New research on how Marek’s may affect immune system

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Researchers from Freie Universität Berlin in Germany explained that MDV infection starts with the inhalation of infectious dust. Mononuclear phagocytes transfer the virus to lymphoid organs, such as the spleen, thymus, and bursa, where the virus lytically replicates in lymphocytes. MDV can establish latency in infected T cells. Latently and/or lytically infected T cells transport the virus to the skin and feather follicle epithelia (FFE), where cell free MDV is generated. In addition, MDV can transform latently infected T cells, resulting in deadly lymphomas.

Marek’s disease virus (MDV) in chickens is estimated to cost the global poultry industry up to USD 2 billion each year. In Asia, economic losses are spiking despite the wide use of vaccines.

In the early stages of disease, MDV directly affects the chicken’s immune system and prevents it functioning correctly, allowing the virus to replicate. Clinically, this impact is known as ‘immunosuppression’, but the exact way MDV does this is unknown.

Recent research carried out at UK’s The Pirbright Institute has led to a greater understanding of MDV and its impact on the poultry immune system, potentially informing new strategies in prevention and control to improve the health and welfare of poultry.

Viruses that evolve to escape the immune system have advantages over the host because they can remain undetected in the body where they can replicate and cause clinical disease. Understanding exactly how they do this is an important part of disease prevention.

COX-2/PGE2 pathway

MDV targets cells known as CD4+ T cells or T helper cells. These cells are a crucial part of the adaptive immune response which helps fight infection and is vital in the creation of cells that will remember the virus if it infects the host again (that way it can fight the infection quicker next time). T helper cells, as their name suggests, help to activate the immune system by releasing chemicals that attract more cells to assemble an army to kill the virus.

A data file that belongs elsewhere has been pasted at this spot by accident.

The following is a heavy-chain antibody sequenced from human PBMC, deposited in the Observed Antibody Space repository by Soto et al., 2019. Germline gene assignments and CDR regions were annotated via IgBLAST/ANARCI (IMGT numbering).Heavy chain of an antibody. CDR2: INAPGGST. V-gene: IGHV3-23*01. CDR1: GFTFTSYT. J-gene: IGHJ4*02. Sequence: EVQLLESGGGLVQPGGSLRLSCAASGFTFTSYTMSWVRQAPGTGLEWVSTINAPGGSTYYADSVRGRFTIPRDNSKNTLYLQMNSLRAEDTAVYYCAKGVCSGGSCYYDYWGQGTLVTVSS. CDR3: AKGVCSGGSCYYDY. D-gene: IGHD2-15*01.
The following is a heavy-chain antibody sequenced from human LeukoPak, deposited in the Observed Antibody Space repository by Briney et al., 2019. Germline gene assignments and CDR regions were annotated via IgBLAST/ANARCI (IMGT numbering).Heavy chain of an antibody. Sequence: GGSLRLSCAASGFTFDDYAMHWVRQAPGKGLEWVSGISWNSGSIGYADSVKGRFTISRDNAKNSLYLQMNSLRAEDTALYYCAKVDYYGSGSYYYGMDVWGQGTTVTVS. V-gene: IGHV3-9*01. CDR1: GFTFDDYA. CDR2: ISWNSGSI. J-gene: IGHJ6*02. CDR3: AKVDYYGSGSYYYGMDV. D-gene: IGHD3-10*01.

“MDV changes CD4+ cells resulting in immunosuppression, but currently we do not know how,” said researchers at Pirbright. They have made another step forward in understanding this in a recent paper published in Frontiers in Immunology.

“There are many cells and pathways involved in immune responses but the focus in this research was the COX-2/PGE2 pathway. This pathway creates prostaglandin E2 (PGE2), which is known to inhibit the activity of T cells during an immune response.

COX-2 is involved in the creation of prostaglandin E2. It was therefore hypothesized that inhibiting the COX-2/PGE2 pathway could reduce the production of prostaglandin E2 and reverse the immunosuppression caused by MDV,” the researchers explained.

Results from this study demonstrate that MDV activates the COX-2/PGE2 pathway in laboratory studies to investigate host-virus interactions in chickens. Findings also suggest that activation of this pathway results in reduced T cell numbers 21 days after virus infection.

However, scientists were able to reverse this effect with a drug called meloxicam, which inhibits COX-2. With COX-2 inhibited, the production of prostaglandin E2 was reduced which prevented suppression of the immune response. This research revealed that the COX-2/PGE2 pathway is important in Marek’s disease and highlights COX-2 inhibitor drugs as potential treatments.

The research also demonstrated that disease causing strains of MDV activated the COX-2/PGE2 pathway but that the vaccine strain of the virus, known as Rispens-CVI988 did not.

“Understanding the role of MDV-induced COX-2/PGE2 activation in the modulation of immune responses against viral infection may lead to the development of novel vaccine strategies. It may also be possible that MDV infection could be used as a model for the development of new treatment strategies, by targeting the COX-2/PGE2 pathway, to control viral replication and virus-induced immunosuppression,” said Dr Shahriar Behboudi, Head of the Avian Immunology Group at Pirbright.

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